Conclusion: How to Finish

Great is the art of the beginning, but greater the art is of ending.

—Henry Wadsworth Longfellow

REMEMBER THAT PHOTO PROJECT YOU UNDERTOOK, that vast undertaking you planned, to digitize every print from every album in your house for—you know, the one you got to 1977 in? What about the one where you were going to refinish the basement floor to look like a chessboard, for which you spent $122 on those cans of black and white paint you're forever tripping over in the laundry room? And what of the vegetable garden you started digging out behind the garage three summers ago?

Rotten tomatoes, the lot of them.

Everyone knows it's a far sight easier to start a project than it is to finish one. Your chest thrumming with enthusiasm, your head spilling over with visions of the pitch-perfect end product, it's a sincere rush to dive into a new venture. You sketch out the plan, you buy the supplies, you take the first exhilarating steps into its accomplishment.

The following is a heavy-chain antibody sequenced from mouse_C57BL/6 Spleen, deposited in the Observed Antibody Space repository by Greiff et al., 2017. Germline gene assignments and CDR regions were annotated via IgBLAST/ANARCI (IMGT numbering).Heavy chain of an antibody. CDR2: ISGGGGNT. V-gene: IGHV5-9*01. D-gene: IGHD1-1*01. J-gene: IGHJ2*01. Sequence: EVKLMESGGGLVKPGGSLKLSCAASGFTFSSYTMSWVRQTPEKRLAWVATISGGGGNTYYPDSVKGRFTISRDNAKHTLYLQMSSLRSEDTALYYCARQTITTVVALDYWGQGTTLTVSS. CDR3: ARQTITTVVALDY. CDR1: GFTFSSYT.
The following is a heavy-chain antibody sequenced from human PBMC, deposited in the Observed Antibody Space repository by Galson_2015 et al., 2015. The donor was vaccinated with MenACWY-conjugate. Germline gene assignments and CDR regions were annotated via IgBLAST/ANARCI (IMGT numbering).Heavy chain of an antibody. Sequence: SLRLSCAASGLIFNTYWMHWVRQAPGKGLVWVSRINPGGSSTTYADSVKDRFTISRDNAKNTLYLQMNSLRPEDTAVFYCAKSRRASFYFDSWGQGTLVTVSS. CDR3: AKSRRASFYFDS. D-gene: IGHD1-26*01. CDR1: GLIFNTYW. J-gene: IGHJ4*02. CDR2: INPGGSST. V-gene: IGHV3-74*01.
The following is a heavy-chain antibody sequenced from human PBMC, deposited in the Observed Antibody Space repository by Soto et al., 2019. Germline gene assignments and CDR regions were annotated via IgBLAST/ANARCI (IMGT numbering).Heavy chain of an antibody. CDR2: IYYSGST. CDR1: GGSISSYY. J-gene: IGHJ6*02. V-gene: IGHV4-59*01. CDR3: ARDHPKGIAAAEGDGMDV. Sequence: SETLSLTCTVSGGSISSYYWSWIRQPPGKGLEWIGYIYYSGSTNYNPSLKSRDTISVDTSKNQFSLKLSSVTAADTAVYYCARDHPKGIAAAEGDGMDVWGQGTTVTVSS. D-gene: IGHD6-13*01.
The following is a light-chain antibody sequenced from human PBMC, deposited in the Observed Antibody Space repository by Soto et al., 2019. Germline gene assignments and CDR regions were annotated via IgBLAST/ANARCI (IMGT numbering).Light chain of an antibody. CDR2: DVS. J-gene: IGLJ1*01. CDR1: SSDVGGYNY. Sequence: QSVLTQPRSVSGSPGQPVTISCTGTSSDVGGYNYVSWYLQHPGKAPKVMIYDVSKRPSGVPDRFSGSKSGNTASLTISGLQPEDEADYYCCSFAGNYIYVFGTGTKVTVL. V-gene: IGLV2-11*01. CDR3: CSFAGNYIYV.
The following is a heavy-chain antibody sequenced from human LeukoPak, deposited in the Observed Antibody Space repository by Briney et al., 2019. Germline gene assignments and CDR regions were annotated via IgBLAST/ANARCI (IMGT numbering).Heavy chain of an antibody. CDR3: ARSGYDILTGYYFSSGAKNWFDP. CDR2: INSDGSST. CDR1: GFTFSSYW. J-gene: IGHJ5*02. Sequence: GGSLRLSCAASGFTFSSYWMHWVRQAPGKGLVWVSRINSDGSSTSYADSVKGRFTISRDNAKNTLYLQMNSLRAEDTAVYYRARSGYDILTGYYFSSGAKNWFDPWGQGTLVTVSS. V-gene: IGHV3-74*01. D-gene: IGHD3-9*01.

But then something shiny captures your attention and, next thing you know, your enthusiasm has waned and you've abandoned your lofty pursuits (and all of the expensive supplies you bought in aid of them) in favor of something else altogether.

There are dozens of tips at the ready offered by well-meaning individuals who'd like to help you see through what you started. From advice about estimating your resources smartly, budgeting your time realistically, and sidestepping your perfectionist tendencies mindfully, ...

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